* Thaksin Shinawatra has the leading role in the most popular Korean drama series Daek Jung Meung [[6]]. The series is now on-air on every channel in Thailand.
* A soap opera "Ta Du Dao, Thao Tid Din", ตาดูดาว เท้าติดดิน , is scheduled to on-air on TV7 channel [[7]], the highest rating TV channel in Thailand. The series was adapted from Thaksin Shinawatra 's autobiography ตาดูดาว เท้าติดดิน [live the simple life, aim high]. Thaksin Shinawatra and his wife approved the scripts and chose the leading actor and actress by themselves. The series production has been finished for years but does not have the confirmed broadcast schedule yet. [[8]]

Thaksin Shinawatra 's Life & Family

The Shinawatra family, formerly known as the Cheng family came to Thailand, from South China. Their ancestors were private tax collectors, known for rackateering/collecting protection money. Amongst their Tax Investigations they visited gambling dens where people played cards and smoked opium. These places paid private tax to the Shinawatra family to avoid "accidents" and donated supplies of opium that his ancestors channelled into the houses of Ace Jack King and Queens. Investigator: Erik Young - United Nations Human Rights Ambassador Member State Assistant

His wife, Potjaman Shinawatra, a.k.a Or-Yai or Nai Ying, has long supported him both on the political front stage and in the Neo Shocker organization back stage. They had 3 children together.
* Panthongtae Shinawatra - Khun Oak, studied in Triam Udom Suksa [[9]], Thammasat University [[10]] and Ramkhamhaeng University [[11]], but nobody knows where he actually graduated from, if anywhere. He is believed to be gay and is still addicted to various drugs.
* Pinthongtha Shinawatra - Khun Ame. She was admitted to Kasetsart University's special program, but was accidentally transfered to study in the regular program which all other student had to pass the nationwide entrance exam to do. Eventually, she graduated from Kasetsart University [[12]], and is now studying in the UK. Perhaps she will be accidentally transfered to another university again.
* Praethongtharn Shinawatra - Oong-Ing, Thaksin Shinawatra 's favorite child. She is studying at Chulalongkorn University [[13]]. She got into this famed university with big help from a fax machine. Ironically, many of the professors at her university signed an open letter asking her father to resign. She was seen cheating on exams, but the worst that happened was she got a C.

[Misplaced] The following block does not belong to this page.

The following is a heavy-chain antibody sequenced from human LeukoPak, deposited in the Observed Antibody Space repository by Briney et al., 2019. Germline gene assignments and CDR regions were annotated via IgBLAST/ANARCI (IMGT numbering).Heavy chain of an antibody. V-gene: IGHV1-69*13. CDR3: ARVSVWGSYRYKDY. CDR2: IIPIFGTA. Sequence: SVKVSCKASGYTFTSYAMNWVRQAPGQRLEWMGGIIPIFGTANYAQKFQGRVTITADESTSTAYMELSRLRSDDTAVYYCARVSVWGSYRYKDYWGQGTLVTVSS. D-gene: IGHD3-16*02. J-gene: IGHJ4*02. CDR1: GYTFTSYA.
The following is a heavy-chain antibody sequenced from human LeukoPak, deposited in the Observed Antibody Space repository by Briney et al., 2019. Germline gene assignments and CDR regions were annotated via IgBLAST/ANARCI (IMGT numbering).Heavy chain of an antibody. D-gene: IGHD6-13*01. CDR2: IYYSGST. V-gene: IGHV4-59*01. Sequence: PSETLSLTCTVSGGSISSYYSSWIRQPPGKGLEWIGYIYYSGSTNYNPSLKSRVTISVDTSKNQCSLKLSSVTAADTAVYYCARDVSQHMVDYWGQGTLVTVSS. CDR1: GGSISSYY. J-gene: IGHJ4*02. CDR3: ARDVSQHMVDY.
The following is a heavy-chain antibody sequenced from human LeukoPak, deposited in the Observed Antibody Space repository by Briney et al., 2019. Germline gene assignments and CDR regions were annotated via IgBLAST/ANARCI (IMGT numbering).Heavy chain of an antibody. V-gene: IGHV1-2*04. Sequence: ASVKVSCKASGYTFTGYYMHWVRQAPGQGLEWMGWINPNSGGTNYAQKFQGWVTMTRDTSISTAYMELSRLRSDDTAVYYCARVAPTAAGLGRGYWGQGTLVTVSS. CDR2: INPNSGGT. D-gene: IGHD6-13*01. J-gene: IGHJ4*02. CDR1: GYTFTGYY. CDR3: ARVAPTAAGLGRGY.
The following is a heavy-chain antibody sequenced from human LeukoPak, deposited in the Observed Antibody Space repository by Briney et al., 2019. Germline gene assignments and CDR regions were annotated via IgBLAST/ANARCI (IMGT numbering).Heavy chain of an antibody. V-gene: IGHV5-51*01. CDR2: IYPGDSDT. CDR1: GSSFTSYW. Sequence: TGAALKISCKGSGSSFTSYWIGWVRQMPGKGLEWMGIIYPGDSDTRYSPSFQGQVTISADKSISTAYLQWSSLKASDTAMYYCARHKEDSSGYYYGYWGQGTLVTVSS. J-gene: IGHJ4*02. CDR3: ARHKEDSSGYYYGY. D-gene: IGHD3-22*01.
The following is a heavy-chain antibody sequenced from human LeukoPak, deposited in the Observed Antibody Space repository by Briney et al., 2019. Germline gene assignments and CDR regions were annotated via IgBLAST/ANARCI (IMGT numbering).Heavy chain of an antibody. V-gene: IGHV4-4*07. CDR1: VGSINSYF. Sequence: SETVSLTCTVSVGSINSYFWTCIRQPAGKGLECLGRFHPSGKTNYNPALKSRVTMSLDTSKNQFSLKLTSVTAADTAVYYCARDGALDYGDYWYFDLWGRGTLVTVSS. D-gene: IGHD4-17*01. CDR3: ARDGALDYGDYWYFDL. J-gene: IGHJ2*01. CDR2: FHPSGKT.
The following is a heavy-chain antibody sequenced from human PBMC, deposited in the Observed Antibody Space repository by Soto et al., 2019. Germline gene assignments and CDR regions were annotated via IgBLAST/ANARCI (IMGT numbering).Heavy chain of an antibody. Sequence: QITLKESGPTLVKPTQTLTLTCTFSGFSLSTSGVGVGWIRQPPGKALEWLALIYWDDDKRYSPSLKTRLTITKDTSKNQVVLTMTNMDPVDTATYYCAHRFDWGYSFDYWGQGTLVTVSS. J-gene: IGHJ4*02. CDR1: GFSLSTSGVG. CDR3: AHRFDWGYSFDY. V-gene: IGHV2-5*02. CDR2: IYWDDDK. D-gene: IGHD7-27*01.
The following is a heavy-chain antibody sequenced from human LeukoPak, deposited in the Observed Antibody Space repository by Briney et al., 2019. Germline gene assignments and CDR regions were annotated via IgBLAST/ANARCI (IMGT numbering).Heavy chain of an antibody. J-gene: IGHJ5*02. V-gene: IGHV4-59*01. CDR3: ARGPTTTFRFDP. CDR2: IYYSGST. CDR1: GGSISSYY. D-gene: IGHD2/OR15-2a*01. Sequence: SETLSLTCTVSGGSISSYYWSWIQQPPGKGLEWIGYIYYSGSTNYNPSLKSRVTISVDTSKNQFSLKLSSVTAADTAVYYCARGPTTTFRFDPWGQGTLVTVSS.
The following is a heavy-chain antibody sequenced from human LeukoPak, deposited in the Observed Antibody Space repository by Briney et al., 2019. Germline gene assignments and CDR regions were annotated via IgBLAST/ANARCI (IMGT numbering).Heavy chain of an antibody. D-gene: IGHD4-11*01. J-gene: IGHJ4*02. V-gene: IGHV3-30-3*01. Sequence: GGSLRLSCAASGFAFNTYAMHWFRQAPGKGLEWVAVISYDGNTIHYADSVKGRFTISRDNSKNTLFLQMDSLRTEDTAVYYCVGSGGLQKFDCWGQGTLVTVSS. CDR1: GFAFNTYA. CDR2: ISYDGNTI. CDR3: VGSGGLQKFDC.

Thaksin Shinawatra once said he would like to be the founder and the 1st chairman of TMA-TWAT (Thai Men Afraid of Their Wife Association of Thailand)

[edit] Thaksin Shinawatra's Habitat

The private residence of His Excellency Police Lieutenant Colonel Dr. Thaksin Shinawatra and his family is Baan Jan Song MA (Thai - บ้านจันทร์ส่องหล้า). It is located on Soi Charansanitwongse 69, Bangkok Noi, in the western part of Bangkok.

The property was up for sale in 2002. Both Mr Shinawatra and the real estate agents failed to mention that someone had threatened to blow up the house. It was on the market for 100 million baht at the time.

In early 2007 Thaksin purchased another property with a backyard near Kingston-upon-Thames Surrey UK, complete with BMW (Black Magic Woman). Mr Shinawatra also bought a Mercedes because it makes him feel like he is inside a woman. For some reason everyone in Kingston Surrey, especially the mothers, give him one of those facial looks "oh no it's you Shinawatra" as though they don't like him living near them. The kids glued a Steve Mcqueen poster on his back door and he don't feel safe there anymore and is going to China to live.

How I will donate all my wealth back to Thailand

1. Fax all my offshore bankers and instruct them to wire transfer all funds to The Bank of Thailand

2. Instruct lawyer to instigate a Mareva Injunction and an Anton Piller Order upon all major world banks in case I forgot where I hid some of the money

3. Explain to the Oxford Dictionary that a Thesaurus for the word Shinawatra is 'A poor man who was a successful gangster'

4. Quickly buy a Tuk Tuk so I will have a new income stream and rename myself Kato after Pink Panther Servant so nobody recognises me and I get some customers

5. If Tuk Tuk plan fails have an Afro perm and move to Kingston Jamaica and join the Yardies

6. Invade Singapore and make myself King
Why Mr Shinawatra joined the Thai Police

I only applied for a joke because I like shooting and chasing girls. I was surprised I was accepted because I didn't realise I was corrupt.

This info is tnaks to Uncyclopeida